September 18, 2008—Gentle waves lap the shore near beach houses (top) on Texas' Bolivar Peninsula on September 9, 2008—just a few days before Hurricane Ike rolled into Galveston Bay.
An aerial photo of the same shoreline taken by the U.S. Geological Survey on September 15 (bottom) illustrates the dramatic destruction the strong Category 2 storm wrought on the coastal community. Yellow arrows mark the same distinguishing features in both images.
Unprotected by a seawall like the one built on nearby Galveston Island, homes along Bolivar's edge were among the hardest hit by Ike's massive 10- to 15-foot (3- to 4.6-meter) storm surge.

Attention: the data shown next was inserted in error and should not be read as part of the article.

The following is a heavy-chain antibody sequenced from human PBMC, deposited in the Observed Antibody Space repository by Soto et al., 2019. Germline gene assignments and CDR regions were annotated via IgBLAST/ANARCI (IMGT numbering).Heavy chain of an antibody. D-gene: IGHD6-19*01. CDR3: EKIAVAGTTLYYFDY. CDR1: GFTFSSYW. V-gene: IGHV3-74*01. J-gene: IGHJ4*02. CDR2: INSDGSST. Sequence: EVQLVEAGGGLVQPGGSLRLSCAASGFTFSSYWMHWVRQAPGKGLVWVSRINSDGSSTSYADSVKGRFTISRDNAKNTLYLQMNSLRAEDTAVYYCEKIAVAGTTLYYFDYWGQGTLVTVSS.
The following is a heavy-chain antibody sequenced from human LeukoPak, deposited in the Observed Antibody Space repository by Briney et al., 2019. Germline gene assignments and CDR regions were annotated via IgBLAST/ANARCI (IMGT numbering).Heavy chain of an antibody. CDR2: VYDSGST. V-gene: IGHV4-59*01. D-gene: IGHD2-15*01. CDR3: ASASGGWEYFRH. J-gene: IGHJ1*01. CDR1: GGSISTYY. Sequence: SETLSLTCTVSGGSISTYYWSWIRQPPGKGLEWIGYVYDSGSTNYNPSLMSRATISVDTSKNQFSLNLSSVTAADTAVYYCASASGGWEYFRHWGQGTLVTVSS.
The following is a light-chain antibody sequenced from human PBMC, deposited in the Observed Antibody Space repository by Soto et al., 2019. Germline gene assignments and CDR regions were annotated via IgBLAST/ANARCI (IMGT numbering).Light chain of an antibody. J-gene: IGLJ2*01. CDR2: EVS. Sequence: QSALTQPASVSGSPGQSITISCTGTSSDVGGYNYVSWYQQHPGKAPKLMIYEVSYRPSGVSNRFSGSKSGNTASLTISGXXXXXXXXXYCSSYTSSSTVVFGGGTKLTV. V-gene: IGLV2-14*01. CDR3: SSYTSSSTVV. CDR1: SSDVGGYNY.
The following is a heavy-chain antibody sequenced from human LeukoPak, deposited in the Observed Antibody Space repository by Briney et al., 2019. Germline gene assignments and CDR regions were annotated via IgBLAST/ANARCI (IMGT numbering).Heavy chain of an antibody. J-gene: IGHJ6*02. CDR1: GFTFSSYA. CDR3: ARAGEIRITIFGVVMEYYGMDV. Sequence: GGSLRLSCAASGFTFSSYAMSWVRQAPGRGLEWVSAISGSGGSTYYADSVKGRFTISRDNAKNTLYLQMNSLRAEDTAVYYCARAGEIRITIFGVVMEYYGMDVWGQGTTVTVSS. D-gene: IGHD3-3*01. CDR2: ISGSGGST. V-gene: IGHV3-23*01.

The catastrophic scene has many state officials reconsidering the risks of coastal development in the area's low-lying beach towns. (See a map of the Houston-Galveston coast.)
"We now have a graphic example of why you should build as far away from the dunes as possible," Texas Land Commissioner Jerry Patterson told the Houston Chronicle during a post-storm flyover of the region.
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